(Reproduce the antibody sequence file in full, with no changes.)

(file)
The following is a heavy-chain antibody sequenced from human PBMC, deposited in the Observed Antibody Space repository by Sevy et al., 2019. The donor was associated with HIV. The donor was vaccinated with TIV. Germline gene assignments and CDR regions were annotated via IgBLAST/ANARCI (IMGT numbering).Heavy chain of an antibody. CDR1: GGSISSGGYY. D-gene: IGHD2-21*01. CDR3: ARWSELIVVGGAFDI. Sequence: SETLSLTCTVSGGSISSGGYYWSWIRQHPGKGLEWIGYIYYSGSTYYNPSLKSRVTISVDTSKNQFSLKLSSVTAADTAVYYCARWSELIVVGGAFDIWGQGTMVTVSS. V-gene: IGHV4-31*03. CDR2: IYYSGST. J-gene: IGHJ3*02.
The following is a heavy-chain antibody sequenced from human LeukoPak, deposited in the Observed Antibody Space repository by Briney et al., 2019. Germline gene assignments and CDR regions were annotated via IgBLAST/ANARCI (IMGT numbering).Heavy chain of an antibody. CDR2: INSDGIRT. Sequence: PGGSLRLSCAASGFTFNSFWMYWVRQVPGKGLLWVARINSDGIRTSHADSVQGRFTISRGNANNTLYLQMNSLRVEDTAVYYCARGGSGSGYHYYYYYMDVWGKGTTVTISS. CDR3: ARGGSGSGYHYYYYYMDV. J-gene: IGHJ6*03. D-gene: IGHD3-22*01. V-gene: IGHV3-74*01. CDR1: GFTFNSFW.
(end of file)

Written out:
The following is a heavy-chain antibody sequenced from human PBMC, deposited in the Observed Antibody Space repository by Sevy et al., 2019. The donor was associated with HIV. The donor was vaccinated with TIV. Germline gene assignments and CDR regions were annotated via IgBLAST/ANARCI (IMGT numbering).Heavy chain of an antibody. CDR1: GGSISSGGYY. D-gene: IGHD2-21*01. CDR3: ARWSELIVVGGAFDI. Sequence: SETLSLTCTVSGGSISSGGYYWSWIRQHPGKGLEWIGYIYYSGSTYYNPSLKSRVTISVDTSKNQFSLKLSSVTAADTAVYYCARWSELIVVGGAFDIWGQGTMVTVSS. V-gene: IGHV4-31*03. CDR2: IYYSGST. J-gene: IGHJ3*02.
The following is a heavy-chain antibody sequenced from human LeukoPak, deposited in the Observed Antibody Space repository by Briney et al., 2019. Germline gene assignments and CDR regions were annotated via IgBLAST/ANARCI (IMGT numbering).Heavy chain of an antibody. CDR2: INSDGIRT. Sequence: PGGSLRLSCAASGFTFNSFWMYWVRQVPGKGLLWVARINSDGIRTSHADSVQGRFTISRGNANNTLYLQMNSLRVEDTAVYYCARGGSGSGYHYYYYYMDVWGKGTTVTISS. CDR3: ARGGSGSGYHYYYYYMDV. J-gene: IGHJ6*03. D-gene: IGHD3-22*01. V-gene: IGHV3-74*01. CDR1: GFTFNSFW.